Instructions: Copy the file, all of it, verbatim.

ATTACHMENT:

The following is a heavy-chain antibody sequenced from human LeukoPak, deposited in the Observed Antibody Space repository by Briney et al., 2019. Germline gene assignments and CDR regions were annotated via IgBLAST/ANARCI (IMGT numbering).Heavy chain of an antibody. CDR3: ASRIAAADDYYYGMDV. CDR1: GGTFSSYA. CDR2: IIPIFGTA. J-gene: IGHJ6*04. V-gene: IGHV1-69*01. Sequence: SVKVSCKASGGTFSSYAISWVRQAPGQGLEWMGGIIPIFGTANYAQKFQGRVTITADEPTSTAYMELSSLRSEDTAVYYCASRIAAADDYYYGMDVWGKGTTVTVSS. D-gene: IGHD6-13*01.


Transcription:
The following is a heavy-chain antibody sequenced from human LeukoPak, deposited in the Observed Antibody Space repository by Briney et al., 2019. Germline gene assignments and CDR regions were annotated via IgBLAST/ANARCI (IMGT numbering).Heavy chain of an antibody. CDR3: ASRIAAADDYYYGMDV. CDR1: GGTFSSYA. CDR2: IIPIFGTA. J-gene: IGHJ6*04. V-gene: IGHV1-69*01. Sequence: SVKVSCKASGGTFSSYAISWVRQAPGQGLEWMGGIIPIFGTANYAQKFQGRVTITADEPTSTAYMELSSLRSEDTAVYYCASRIAAADDYYYGMDVWGKGTTVTVSS. D-gene: IGHD6-13*01.